The recovery process will indeed be long and challenging. As stated in the article: “the Redford government unveiled a recovery plan for homeowners that bans new developments in floodways, but will pay for expenses to repair or rebuild damaged houses. However, future disaster assistance will not be offered to homeowners who rebuild in these designated floodways.” The Alberta Government new government policies will support homeowners’ rebuilding choices: building in flood risk areas, extra money for flood mitigation, future coverage, and future development in floodways. This Alberta Government chart summarizes the flood choices for Albertans.  For an example of flood hazard study and mapping: High River, Alberta.

This is in line with Public Safety Canada’s Guidelines for the Disaster Financial Assistance Arrangements Chapter III – General eligibility criteria, Section 3.6 flood damage eligibility, and the Financial Support to Provinces and Territories for 2011 Flood Mitigation Investments which established a costs share on a 50-50 basis between the Government of Canada, Provinces and Territories affected by flooding in 2011, and consisted of investments in permanent flood mitigation measures that are not otherwise eligible under the Federal Disaster Financial Assistance Arrangements (DFAA).  These mitigation measures included structural mitigation and non-structural mitigation: Federal Financial Support to Provinces and Territories for 2011 Permanent Flood Mitigation Investments Guidelines.

A June 24, 2013 published article from The Globe and Mail: Alberta Shelved major flood report for six years includes a 2006 report (Provincial Flood Mitigation Report: Consultation and Recommendations) that identified 36 communities that required flood risk studies. In recommendations 10 of the 2006 report, the Chair states: “we recommend that the flood mitigation strategy include a cessation of the sale of crown lands in known flood risk areas.”  Additionally, the recommendation stipulates that “the sale of flood-prone crown lands creates the potential for increased financial liability for the province in terms of Disaster Recovery Program funding that must outweigh the short-term financial benefits of the sale,” is in line with your article.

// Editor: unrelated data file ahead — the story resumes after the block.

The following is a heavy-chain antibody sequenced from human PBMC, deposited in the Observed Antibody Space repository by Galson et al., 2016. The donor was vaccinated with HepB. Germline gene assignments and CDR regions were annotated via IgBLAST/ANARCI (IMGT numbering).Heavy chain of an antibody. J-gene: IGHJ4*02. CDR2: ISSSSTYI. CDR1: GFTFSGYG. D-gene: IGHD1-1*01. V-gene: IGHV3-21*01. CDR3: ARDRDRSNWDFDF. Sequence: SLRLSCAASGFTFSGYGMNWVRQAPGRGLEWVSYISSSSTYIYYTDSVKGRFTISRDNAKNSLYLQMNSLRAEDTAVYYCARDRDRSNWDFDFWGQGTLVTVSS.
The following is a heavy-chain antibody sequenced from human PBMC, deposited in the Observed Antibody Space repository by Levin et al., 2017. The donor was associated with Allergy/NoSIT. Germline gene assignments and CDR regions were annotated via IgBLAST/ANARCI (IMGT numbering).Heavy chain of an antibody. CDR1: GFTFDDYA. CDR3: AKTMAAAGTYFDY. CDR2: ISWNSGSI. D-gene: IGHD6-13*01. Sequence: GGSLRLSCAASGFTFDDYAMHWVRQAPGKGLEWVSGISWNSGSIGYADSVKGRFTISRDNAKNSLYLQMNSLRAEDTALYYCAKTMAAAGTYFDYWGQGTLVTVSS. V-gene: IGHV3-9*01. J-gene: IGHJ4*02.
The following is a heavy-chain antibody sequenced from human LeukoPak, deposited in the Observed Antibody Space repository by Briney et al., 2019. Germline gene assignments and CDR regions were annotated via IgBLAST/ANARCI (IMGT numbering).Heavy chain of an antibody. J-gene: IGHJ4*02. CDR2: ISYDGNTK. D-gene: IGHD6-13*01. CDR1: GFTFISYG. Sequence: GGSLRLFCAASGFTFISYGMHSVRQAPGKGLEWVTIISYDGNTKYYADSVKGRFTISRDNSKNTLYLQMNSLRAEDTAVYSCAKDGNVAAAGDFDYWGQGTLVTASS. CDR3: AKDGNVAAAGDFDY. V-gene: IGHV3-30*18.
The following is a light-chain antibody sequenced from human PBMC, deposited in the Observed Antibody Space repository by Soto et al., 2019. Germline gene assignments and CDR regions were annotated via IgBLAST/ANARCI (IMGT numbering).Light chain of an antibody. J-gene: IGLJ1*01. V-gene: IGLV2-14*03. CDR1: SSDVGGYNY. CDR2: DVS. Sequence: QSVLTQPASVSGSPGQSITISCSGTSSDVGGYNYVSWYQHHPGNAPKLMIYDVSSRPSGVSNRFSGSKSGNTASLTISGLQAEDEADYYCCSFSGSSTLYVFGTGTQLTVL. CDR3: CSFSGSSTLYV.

In addition to your post “In Calgary, a call for a review of the Province’s role”, the Elliot Lake Inquiry mandated Mr. Justice (Ret’d) Paul R. Bélanger to inquire into and report on the collapse on June 23, 2012, of the Algo Centre Mall in Elliot Lake, Ontario, the two deaths and injuries to others as part 1, but also, the emergency management and response as part 2: “the events and relevant legislation, regulations and bylaws, policies processes and procedures of provincial and municipal governments and other parties in respect of the emergency management and response.  The public hearings began on March 4, 2013.  Although Canada’s Transportation Safety Board in holding off any comments in support of a public inquiry, the Quebec provincial government “hasn’t ruled out the possibility of a public inquiry into the derailment and explosion in Lac-Mégantic,” meanwhile, recovery will remains a long term challenge.

This entry was posted in Uncategorized. Bookmark the permalink.

Leave a Reply

Fill in your details below or click an icon to log in:

WordPress.com Logo

You are commenting using your WordPress.com account. Log Out / Change )

Twitter picture

You are commenting using your Twitter account. Log Out / Change )

Facebook photo

You are commenting using your Facebook account. Log Out / Change )

Google+ photo

You are commenting using your Google+ account. Log Out / Change )

Connecting to %s